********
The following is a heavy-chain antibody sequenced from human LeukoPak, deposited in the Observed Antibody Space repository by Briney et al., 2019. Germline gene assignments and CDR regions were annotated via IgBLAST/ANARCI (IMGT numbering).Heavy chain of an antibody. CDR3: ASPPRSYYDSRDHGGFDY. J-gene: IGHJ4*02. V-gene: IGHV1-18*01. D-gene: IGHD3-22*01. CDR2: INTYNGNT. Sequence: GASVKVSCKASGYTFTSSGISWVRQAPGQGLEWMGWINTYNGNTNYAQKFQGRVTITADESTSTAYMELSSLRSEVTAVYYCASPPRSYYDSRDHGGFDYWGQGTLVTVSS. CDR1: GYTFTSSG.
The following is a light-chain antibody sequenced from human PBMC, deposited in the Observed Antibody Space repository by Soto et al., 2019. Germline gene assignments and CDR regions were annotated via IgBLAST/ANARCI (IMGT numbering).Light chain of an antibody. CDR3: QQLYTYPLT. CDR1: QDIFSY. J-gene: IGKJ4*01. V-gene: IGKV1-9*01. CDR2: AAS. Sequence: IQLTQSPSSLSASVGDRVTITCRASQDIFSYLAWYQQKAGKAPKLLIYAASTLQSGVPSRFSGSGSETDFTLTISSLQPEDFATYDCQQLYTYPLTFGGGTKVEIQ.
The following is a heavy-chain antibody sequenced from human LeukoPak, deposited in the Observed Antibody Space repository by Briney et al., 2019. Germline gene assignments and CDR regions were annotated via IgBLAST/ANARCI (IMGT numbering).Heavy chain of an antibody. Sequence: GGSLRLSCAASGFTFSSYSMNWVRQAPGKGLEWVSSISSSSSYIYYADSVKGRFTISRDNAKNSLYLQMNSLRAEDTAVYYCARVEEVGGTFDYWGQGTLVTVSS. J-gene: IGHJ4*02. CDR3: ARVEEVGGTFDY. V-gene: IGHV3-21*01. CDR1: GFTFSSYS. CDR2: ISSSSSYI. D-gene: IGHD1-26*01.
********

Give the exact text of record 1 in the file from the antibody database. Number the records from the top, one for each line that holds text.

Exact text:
The following is a heavy-chain antibody sequenced from human LeukoPak, deposited in the Observed Antibody Space repository by Briney et al., 2019. Germline gene assignments and CDR regions were annotated via IgBLAST/ANARCI (IMGT numbering).Heavy chain of an antibody. CDR3: ASPPRSYYDSRDHGGFDY. J-gene: IGHJ4*02. V-gene: IGHV1-18*01. D-gene: IGHD3-22*01. CDR2: INTYNGNT. Sequence: GASVKVSCKASGYTFTSSGISWVRQAPGQGLEWMGWINTYNGNTNYAQKFQGRVTITADESTSTAYMELSSLRSEVTAVYYCASPPRSYYDSRDHGGFDYWGQGTLVTVSS. CDR1: GYTFTSSG.